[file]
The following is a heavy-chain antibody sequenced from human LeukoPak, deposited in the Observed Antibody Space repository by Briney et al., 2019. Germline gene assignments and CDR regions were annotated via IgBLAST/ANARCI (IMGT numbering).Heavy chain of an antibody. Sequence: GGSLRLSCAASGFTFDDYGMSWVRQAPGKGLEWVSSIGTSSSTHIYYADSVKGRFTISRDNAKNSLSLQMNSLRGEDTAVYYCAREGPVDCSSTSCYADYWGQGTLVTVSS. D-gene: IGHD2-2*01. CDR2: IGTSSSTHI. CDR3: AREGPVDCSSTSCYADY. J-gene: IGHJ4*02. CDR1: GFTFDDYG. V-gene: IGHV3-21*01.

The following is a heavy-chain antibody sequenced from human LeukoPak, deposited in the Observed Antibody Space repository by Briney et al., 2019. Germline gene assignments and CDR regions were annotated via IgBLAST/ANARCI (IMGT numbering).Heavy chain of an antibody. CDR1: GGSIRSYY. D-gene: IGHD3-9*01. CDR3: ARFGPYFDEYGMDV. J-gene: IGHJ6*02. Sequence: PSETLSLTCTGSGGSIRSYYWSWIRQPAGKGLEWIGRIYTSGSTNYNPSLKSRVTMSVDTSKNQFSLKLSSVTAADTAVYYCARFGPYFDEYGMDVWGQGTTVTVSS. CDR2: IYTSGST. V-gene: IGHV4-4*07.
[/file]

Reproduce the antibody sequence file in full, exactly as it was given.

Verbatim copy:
The following is a heavy-chain antibody sequenced from human LeukoPak, deposited in the Observed Antibody Space repository by Briney et al., 2019. Germline gene assignments and CDR regions were annotated via IgBLAST/ANARCI (IMGT numbering).Heavy chain of an antibody. Sequence: GGSLRLSCAASGFTFDDYGMSWVRQAPGKGLEWVSSIGTSSSTHIYYADSVKGRFTISRDNAKNSLSLQMNSLRGEDTAVYYCAREGPVDCSSTSCYADYWGQGTLVTVSS. D-gene: IGHD2-2*01. CDR2: IGTSSSTHI. CDR3: AREGPVDCSSTSCYADY. J-gene: IGHJ4*02. CDR1: GFTFDDYG. V-gene: IGHV3-21*01.

The following is a heavy-chain antibody sequenced from human LeukoPak, deposited in the Observed Antibody Space repository by Briney et al., 2019. Germline gene assignments and CDR regions were annotated via IgBLAST/ANARCI (IMGT numbering).Heavy chain of an antibody. CDR1: GGSIRSYY. D-gene: IGHD3-9*01. CDR3: ARFGPYFDEYGMDV. J-gene: IGHJ6*02. Sequence: PSETLSLTCTGSGGSIRSYYWSWIRQPAGKGLEWIGRIYTSGSTNYNPSLKSRVTMSVDTSKNQFSLKLSSVTAADTAVYYCARFGPYFDEYGMDVWGQGTTVTVSS. CDR2: IYTSGST. V-gene: IGHV4-4*07.